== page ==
any bid for your paper. Investors have to be cognizant of liquidity risk as
well as all the other points Gary very rightly made.
Yes, inflation is one of those risks. To Gary's point, in
developed markets at the moment, inflation is probably very much a tail risk in
most people's eyes. That may be right and may be wrong, but I haven't seen much
change in the view of the lower for longer environment in terms of rates, be it
the US, be it Europe, or be it Japan. As you rightly say, the emerging markets
inflation picture is both different and varied. One of the other points I'd
like to make is it's not necessarily inflation itself that is a risk. One
should be much more focused on the direction of inflation because some of the
fixed income markets with the very highest levels of inflation have provided
some of the strongest returns because that inflation is coming down
significantly. I'm thinking in particular over the last 12 months, even though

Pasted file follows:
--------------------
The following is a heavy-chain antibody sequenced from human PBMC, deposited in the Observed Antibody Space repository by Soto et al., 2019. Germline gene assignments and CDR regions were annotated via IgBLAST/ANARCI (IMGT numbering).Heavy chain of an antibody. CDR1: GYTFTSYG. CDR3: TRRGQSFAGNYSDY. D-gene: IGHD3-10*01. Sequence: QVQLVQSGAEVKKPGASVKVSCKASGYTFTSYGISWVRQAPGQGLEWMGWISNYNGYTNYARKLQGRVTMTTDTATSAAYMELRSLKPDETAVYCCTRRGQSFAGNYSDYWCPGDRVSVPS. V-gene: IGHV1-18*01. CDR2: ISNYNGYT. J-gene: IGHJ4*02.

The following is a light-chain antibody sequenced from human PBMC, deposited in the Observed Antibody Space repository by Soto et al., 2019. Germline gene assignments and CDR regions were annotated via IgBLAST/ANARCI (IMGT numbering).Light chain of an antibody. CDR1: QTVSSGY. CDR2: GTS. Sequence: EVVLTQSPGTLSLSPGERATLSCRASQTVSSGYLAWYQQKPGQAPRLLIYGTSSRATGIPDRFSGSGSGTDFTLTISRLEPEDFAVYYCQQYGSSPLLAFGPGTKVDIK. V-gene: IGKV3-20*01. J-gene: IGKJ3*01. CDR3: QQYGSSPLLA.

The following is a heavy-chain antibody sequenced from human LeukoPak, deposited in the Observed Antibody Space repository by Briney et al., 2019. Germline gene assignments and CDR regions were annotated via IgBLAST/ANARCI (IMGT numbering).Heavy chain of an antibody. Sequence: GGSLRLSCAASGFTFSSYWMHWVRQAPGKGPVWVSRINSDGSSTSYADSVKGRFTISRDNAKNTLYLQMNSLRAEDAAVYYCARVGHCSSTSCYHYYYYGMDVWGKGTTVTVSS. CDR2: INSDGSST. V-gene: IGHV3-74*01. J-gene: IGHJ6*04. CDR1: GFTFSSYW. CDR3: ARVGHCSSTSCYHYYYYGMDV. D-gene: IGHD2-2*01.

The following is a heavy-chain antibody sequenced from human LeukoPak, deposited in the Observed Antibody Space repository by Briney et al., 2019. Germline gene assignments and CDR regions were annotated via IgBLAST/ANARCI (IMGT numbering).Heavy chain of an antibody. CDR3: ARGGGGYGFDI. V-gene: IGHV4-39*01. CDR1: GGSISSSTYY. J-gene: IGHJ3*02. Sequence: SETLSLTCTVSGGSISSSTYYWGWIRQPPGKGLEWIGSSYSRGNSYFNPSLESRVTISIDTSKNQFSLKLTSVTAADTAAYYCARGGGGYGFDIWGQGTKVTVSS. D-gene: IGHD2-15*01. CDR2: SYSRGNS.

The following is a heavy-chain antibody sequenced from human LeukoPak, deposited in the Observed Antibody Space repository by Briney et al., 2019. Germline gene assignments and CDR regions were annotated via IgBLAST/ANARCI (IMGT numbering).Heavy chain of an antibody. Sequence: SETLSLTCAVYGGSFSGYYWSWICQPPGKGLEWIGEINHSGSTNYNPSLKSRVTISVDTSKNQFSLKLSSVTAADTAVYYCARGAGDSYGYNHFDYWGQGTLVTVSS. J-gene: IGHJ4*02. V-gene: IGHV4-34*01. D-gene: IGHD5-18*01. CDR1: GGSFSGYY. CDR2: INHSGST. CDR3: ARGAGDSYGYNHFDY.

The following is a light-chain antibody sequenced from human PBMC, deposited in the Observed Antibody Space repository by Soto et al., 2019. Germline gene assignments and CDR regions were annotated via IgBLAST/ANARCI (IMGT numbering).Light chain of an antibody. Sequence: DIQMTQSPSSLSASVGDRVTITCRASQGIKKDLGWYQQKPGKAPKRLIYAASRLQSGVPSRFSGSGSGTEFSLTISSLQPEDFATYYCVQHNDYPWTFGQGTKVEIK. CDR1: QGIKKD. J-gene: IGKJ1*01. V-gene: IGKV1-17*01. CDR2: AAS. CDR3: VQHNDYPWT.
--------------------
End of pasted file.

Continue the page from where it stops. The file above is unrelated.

it's got a little bit bumpier again, I'm thinking of Argentina as a good
example of that.
What the market rewards is a change in the trend to a downward
trend in inflation, and then you can get some very exciting returns. That very
often is coupled with stronger currency as well. To Gary's point, some of the
local currency returns in those environments can start to look very attractive.
It's not just looking at a country and saying inflation is high. Where is
inflation going? What is the central bank doing about rates? Is it hiking rates
to push inflation down, and then analyzing what's happening there. Again, I
touched on it before, some countries have very strong governmental and economic